As technology evolves at a breakneck speed, criminals, cybersecurity experts, and governments are in a constant race to adapt.
Almost as soon as consumers and companies become familiar with one potential scam, fraudsters come up with another way of conning individuals and corporations to get their hands on their hard-earned cash.
Knowing what scams are on their way in 2019 can help businesses and consumers be on the lookout for suspicious activity.
These are four e-fraud trends that are likely to emerge in 2019 and pose a new threat to the online community.
A relatively new form of scamming employees, CEO fraud is gaining momentum heading into 2019.
CEO fraud typically involves scammers assuming the identity of a company’s CEO and issuing orders to its employees.
Using information widely available online, scammers are able to convincingly assume the identity of the CEO and give fraudulent instructions to the company’s employees.
These cyber attacks are difficult to detect and prevent against because unlike other forms of cyber attacks, the scammers are often not bots but real people assuming the CEO’s identity.
Caller ID Spoofing and Malware
Cybercriminals use caller ID spoofing and malware to hide the location and identity of callers. In this manner, fraudsters can hide the origin of cyber attacks and destination account of fraudulent transactions.
Using an identity verification service will help firms establish the real-world identity of consumers.
Many modern identity verification services are adopting biometric recognition software and machine learning techniques to protect against anonymous users and fraud.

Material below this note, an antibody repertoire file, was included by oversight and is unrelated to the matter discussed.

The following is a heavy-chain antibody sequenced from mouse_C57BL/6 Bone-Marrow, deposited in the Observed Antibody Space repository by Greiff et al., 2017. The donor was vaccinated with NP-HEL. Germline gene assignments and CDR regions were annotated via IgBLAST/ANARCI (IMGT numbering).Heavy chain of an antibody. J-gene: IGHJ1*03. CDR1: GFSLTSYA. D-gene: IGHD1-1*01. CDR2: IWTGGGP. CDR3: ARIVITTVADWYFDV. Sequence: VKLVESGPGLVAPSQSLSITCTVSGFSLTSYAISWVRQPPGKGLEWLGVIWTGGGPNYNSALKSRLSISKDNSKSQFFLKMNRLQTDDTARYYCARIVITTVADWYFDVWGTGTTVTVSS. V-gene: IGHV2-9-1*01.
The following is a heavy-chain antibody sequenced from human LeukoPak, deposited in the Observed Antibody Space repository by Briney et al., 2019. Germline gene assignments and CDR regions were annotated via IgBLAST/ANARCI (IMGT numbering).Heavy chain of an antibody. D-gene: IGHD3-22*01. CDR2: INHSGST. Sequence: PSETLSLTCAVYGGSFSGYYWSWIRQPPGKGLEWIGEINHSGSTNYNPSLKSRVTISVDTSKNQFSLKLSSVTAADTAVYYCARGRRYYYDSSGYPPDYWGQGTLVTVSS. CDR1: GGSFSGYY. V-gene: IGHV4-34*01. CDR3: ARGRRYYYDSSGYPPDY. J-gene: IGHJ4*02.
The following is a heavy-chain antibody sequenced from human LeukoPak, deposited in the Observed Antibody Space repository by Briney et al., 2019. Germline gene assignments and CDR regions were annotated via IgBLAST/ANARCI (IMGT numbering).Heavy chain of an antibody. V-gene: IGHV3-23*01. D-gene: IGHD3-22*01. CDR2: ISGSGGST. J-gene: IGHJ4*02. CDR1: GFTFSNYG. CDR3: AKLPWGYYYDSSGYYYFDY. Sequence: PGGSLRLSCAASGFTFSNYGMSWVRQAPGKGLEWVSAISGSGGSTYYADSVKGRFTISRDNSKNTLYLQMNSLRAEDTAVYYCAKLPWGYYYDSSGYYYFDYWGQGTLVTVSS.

Gaming companies are going to love Netverify’s services, for example, which use the very latest technologies to provide a safer consumer experience.
In 2018, nearly 22% of accounts originating from cloud service IP ranges were fraudulent accounts. This is because cloud services often allow fraudsters the ability to mask their identity and the identity of fraudulent bank accounts used in cyber attacks.
Cybersecurity firms are combatting these attacks through increased data intelligence and machine learning.
Organizations are focusing on data collection and analysis to identify potential signals of fraudulent accounts.
Machine learning is allowing for more effective identification models. This focus on machine learning approaches will likely continue and develop in 2019.
New Phishing Trends
Once upon a time, phishing attacks were largely impersonal and prompted a user to download a suspicious looking file to install malware and spyware on their system.
But cybercriminals have become more advanced in recent years. Now, cybercriminals often tailor the phishing emails to a particular target.
They address the user by name and use familiar company logos. In some cases, criminals have even hacked emails and identified the way the user interacts with other employees.
The malware these criminals use is also more sophisticated. Now, many malicious malware designs are able to install and run on your computer without downloading a file. Simply opening an infected email is enough.
They are also becoming harder to detect. Some malware will disappear as soon as the computer is shut down, meaning many people fall victim and never realise.